The M9100 XTR kit comes with Shimano’s polymer-coated shifter cable. I opted for a standard steel shifter cable as the outer layer on the polymer cables can subtly peel and bunch up in the housing, causing the drivetrain not to function properly.
My first ride on the Shimano XTR M9100 raised the bar for me on what to expect from a drivetrain in terms of shifting performance, and it has not let me down since. The XTR shifter has a very pronounced reassuring feel when I push the paddle, always letting me know it’s engaging. Compared to SRAM Eagle, instead of a “click” like a computer mouse, there is a slightly harder push to get the shifter to engage. However, that push of the shifter results in a more affirmative and solid shift as well. This shifter feel carries over on Shimano’s XT level group but not quite as smooth when initially pushing into the lever. The grippers on the shifter paddle were a much-needed upgrade over the previous generation. The tactile feeling is our favorite on the market and offers grip and comfort.
The shifting performance and feel are completely linear with the XTR. Whether I was standing or sitting, the derailleur, chain and cassette worked seamlessly. Out of the saddle I could shift under load and not worry about missing gears or having the chain skip. The ability to shift with my thumb or forefinger was a bonus in my mind, as it is a practical touch to give riders more options.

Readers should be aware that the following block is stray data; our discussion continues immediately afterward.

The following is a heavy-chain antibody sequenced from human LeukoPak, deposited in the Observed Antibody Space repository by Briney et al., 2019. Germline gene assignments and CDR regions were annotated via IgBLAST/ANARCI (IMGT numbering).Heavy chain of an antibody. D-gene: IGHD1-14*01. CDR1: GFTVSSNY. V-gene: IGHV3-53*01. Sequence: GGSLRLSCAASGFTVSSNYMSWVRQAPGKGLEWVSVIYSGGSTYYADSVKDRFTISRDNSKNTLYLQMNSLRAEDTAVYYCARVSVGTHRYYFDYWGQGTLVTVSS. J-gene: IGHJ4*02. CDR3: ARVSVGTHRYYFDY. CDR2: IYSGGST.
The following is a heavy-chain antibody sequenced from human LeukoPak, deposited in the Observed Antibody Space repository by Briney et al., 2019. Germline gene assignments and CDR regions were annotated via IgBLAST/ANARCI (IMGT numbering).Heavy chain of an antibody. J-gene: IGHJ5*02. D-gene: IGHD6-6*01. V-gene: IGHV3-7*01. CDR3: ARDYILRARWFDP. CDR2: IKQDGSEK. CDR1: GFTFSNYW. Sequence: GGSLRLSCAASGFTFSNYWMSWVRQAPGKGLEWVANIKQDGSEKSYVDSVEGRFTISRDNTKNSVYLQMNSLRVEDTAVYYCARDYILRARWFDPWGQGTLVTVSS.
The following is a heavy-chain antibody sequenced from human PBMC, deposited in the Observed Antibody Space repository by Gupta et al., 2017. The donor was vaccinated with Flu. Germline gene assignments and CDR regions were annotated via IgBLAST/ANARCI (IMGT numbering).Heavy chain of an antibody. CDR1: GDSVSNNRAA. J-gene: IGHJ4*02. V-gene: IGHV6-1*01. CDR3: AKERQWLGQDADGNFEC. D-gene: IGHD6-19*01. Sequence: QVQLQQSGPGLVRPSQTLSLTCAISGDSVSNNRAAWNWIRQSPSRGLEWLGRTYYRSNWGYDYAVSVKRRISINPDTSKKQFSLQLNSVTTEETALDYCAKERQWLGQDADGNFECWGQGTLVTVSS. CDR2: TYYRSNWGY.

I could talk all day about how smooth the Shimano XTR M9100 shifts, but the real magic is in the cassette. I’m not talking about the 51-tooth cog. While SRAM and Shimano will throw percentages all day long and do fancy “maths” there isn’t a huge difference on the trail between 50 and 51. But Shimano does offer a much more intuitive and natural feel in the steps between the 10-51 gears. The jumps in gears are subtle, gradual, and almost perfect. Depending on chainring size, I was able to maintain a consistent cadence and pedaling motion on gradual and steep pitches of trail. I have always struggled with SRAM’s Eagle cassette and the jumps in gears. Shimano addressed this in a way that makes it an easier drivetrain to ride. If you regularly find yourself shifting up and down thinking, “I just can’t quite find the right gear,” you’ll love the Shimano cassette.
Throughout almost all of our testing this drivetrain didn’t require any maintenance, other than the occasional chain cleaning and lubing. The drivetrain stayed reliable and quiet until one of the bikes started to get some creaking from the rear derailleur. This was the clutch getting dry and making a pretty horrible noise when shifting up. I pulled off the clutch cover and lubed the sides of the clutch and put the cover back on and didn’t have any more issues moving forward.